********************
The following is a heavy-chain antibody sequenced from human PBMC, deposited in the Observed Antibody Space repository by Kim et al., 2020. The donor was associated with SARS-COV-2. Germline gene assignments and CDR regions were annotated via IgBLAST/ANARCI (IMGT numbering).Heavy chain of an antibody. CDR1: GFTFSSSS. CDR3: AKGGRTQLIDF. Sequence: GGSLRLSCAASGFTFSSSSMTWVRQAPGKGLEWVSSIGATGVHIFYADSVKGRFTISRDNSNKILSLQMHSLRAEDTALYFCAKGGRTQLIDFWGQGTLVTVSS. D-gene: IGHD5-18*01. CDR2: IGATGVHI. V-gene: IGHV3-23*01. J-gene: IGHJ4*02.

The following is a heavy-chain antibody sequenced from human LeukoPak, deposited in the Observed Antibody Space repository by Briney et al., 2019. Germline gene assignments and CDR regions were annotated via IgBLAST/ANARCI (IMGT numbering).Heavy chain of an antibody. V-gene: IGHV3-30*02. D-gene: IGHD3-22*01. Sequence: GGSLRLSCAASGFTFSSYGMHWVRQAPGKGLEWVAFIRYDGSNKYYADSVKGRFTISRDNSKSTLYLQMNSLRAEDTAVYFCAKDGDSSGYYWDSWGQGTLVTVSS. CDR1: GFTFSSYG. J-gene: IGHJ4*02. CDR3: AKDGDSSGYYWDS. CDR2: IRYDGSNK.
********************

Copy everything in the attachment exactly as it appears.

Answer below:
The following is a heavy-chain antibody sequenced from human PBMC, deposited in the Observed Antibody Space repository by Kim et al., 2020. The donor was associated with SARS-COV-2. Germline gene assignments and CDR regions were annotated via IgBLAST/ANARCI (IMGT numbering).Heavy chain of an antibody. CDR1: GFTFSSSS. CDR3: AKGGRTQLIDF. Sequence: GGSLRLSCAASGFTFSSSSMTWVRQAPGKGLEWVSSIGATGVHIFYADSVKGRFTISRDNSNKILSLQMHSLRAEDTALYFCAKGGRTQLIDFWGQGTLVTVSS. D-gene: IGHD5-18*01. CDR2: IGATGVHI. V-gene: IGHV3-23*01. J-gene: IGHJ4*02.

The following is a heavy-chain antibody sequenced from human LeukoPak, deposited in the Observed Antibody Space repository by Briney et al., 2019. Germline gene assignments and CDR regions were annotated via IgBLAST/ANARCI (IMGT numbering).Heavy chain of an antibody. V-gene: IGHV3-30*02. D-gene: IGHD3-22*01. Sequence: GGSLRLSCAASGFTFSSYGMHWVRQAPGKGLEWVAFIRYDGSNKYYADSVKGRFTISRDNSKSTLYLQMNSLRAEDTAVYFCAKDGDSSGYYWDSWGQGTLVTVSS. CDR1: GFTFSSYG. J-gene: IGHJ4*02. CDR3: AKDGDSSGYYWDS. CDR2: IRYDGSNK.